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Georg Frideric HANDEL (1685–1759)
Il trionfo del Tempo e del Disinganno HWV46a, Oratorio in two parts (1707); Italian libretto by Cardinal Benedetto Pamphili
Bellezza – Sabine Deveilhe (soprano)
Piacere – Franco Fagioli (countertenor)
Disinganno – Sara Mingardo (contralto)
Tempo – Michael Spyres (tenor)
Le Concert d’Astrée/Emmanuelle Haïm
rec. Festival d’Aix-en-Provence, France, July 2016 (co-production with the Opéra de Lille, Théâtre de Caen)
Director: Krzysztof Warlikowski. Set and Costume Designer: Małgorzata Szczęśniak Lighting: Felice Ross. Choreographer: Claude Bardouil. Video: Denis Guéguin
Picture format: NTSC 16:9 Colour
Sound formats: Stereo PCM 2.0/Dolby Digital 5.1
Subtitles: Italian, French, English, German (sung in Italian)
ERATO DVD 9029 581936 [138 mins]

Composed when Handel was in his early twenties, Il trionfo del Tempo e del Disinganno, was both his first and last oratorio. Twenty years after its premiere in Rome in 1707, Handel revised the work for performance in London, as the Italian-English composite Il Trionfo del Tempo e della Verita. And, it was finally presented as The Triumph of Truth and Time in 1757, in an English-language version which was probably put together by Handel’s amanuensis John Christopher Smith.

Full of youthful exuberance, its virtuosic score proved a rich quarry for several of Handel’s later works, but Il trionfo del Tempo e del Disinganno is more of a debate than a drama. Cardinal Benedetto Pamphili’s libretto – loosely based on Petrarch’s sixth ‘triumph’, Trionfo del Tempo – is a moral allegory presenting a philosophical dialogue between Piacere (Pleasure), Tempo (Time) and Disinganno (Disenchantment, or more properly in Handel’s musical context, Enlightenment, though not in this production – see below) on matters of time and human transience, as they do battle for the soul of Beauty who is torn between the incompatible charms of hedonism and heaven.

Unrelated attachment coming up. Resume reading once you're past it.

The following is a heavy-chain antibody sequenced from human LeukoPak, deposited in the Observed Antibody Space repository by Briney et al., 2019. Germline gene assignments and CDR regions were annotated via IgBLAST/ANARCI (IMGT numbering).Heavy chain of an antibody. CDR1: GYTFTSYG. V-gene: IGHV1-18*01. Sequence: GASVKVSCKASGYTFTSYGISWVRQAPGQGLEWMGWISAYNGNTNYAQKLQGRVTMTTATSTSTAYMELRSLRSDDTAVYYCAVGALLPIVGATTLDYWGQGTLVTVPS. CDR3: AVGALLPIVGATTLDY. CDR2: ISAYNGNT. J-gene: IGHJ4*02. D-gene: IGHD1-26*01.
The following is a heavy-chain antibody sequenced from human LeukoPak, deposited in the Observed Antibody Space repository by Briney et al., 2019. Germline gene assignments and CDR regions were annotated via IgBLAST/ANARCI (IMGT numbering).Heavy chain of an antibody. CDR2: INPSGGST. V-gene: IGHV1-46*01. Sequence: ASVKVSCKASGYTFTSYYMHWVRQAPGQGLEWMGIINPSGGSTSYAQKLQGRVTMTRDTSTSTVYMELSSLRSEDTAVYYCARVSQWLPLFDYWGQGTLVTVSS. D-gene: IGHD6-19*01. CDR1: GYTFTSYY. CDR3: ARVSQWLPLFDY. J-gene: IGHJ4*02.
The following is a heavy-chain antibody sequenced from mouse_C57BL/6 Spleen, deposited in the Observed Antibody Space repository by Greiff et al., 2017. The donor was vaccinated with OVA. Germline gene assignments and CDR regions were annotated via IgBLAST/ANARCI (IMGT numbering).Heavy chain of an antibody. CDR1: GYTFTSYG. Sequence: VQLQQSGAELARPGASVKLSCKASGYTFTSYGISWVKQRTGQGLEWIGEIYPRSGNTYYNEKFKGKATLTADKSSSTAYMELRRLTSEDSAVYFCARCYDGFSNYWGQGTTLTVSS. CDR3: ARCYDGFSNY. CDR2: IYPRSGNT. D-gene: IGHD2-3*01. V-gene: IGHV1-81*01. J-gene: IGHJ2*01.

Pamphili’s didactic moralising is tempered, however, by the human drama conveyed by Handel’s music and despite its apparent dramatic impediments and limitations, there have been several recent attempts to stage Il trionfo, including Jürgen Flimms’ 2003 Zurich production (review, Madrid revival 2008).
 
Krzysztof Warlikowski’s dramatic rendering, as staged at Aix-en-Provence last summer, starts with a movie. During the overture, we see Beauty and her lover bopping in a nightclub, popping pills that they lick from Pleasure’s tongue and pass from mouth to mouth. The wide-eyed exhilaration and ecstasy soon turn to sweaty distress, however, as the displacement of the vital rhythms by the Adagio solo violin and oboe signal the young man’s drug-induced collapse and transference to an emergency ward. Beauty’s parents bend anxiously over the stretcher bearing their unconscious daughter: her beau dies, but she survives, to awaken – pale, with panda-eyes and tear-streaked cheeks – in what seems to be an austere rehab unit. It is staffed by a bored nurse who leans against a fence, smoking a cigarette, while her patient gazes into a compact-mirror – which falls from the pocket of her black leather jacket as she leans nauseously against a tree – and laments the ephemeral nature of her allure.